Cheong Wa Dae is considering setting up a virtual meeting system for inter-Korean talks, signaling that working-level talks could start soon following Tuesday’s restoration of the hotlines between the two Koreas after a 13-month hiatus.
“The direct hotlines may not be enough for intensive talks and negotiations,” President Moon Jae-in’s senior secretary for public communication, Park Soo-hyun, said during a radio interview on Wednesday.
“Building a virtual meeting system may be one of the options to have more convenient conversations.”
His remarks came one day after South and North Korea reopened direct communication lines. Both countries’ governments confirmed that the hotline restoration was the outcome of months of exchanges between Moon and North Korean leader Kim Jung-un.
Restoring the communication links signaled a thaw in the almost collapsed diplomacy between the two Koreas since the breakdown of the second summit of Kim and then US President Donald Trump in Hanoi in early 2019.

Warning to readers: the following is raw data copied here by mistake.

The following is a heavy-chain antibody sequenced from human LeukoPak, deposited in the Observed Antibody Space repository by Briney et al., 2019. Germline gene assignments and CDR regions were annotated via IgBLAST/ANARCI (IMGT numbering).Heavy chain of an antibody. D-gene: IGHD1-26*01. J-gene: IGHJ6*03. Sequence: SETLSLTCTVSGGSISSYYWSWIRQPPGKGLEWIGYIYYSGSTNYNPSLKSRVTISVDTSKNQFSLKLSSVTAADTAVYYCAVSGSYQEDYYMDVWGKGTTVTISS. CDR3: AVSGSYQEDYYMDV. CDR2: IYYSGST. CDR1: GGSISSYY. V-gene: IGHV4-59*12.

In June last year, the North unilaterally cut off all communication channels with the South in protest over Moon’s “failed” mediator role, blowing up an inter-Korean liaison office in the North Korean city of Kaesong a week later.
Park called the hotline restoration “the lowest-level starting point” for the ultimate goal of denuclearization of the Korean Peninsula, saying: “That would pave the way for future discussions on more realistic and agreeable matters like a hotline (between the two leaders) or a virtual meeting system for working-level talks.”
With the latest agreement, four hotlines – two operated by the Unification Ministry and two operated by the Defense Ministry – have been restored, but other communication channels like the one connecting the two leaders directly seem to have not yet been fully restored.
Park said that if working-level talks start, a wide range of topics from summit talks to COVID-19 aid could be discussed, but made it clear that no discussions have been made on the issues in the exchanges for the hotline restoration.
COVID-19 is still a key factor in resuming inter-Korean talks. According to Cheong Wa Dae sources, the North is highly cautious about making in-person contacts amid its prolonged border shutdown.
In April, the Unification Ministry completed a virtual conference system for inter-Korean talks, with 400 million won ($345,000) being injected to install two 98-inch giant screens and other communications equipment.
Because the two Koreas have already maintained an exclusive internet network for direct communications, officials predicted no technical issues in holding a virtual meeting with the North anytime soon.
By Lee Ji-yoon (email@example.com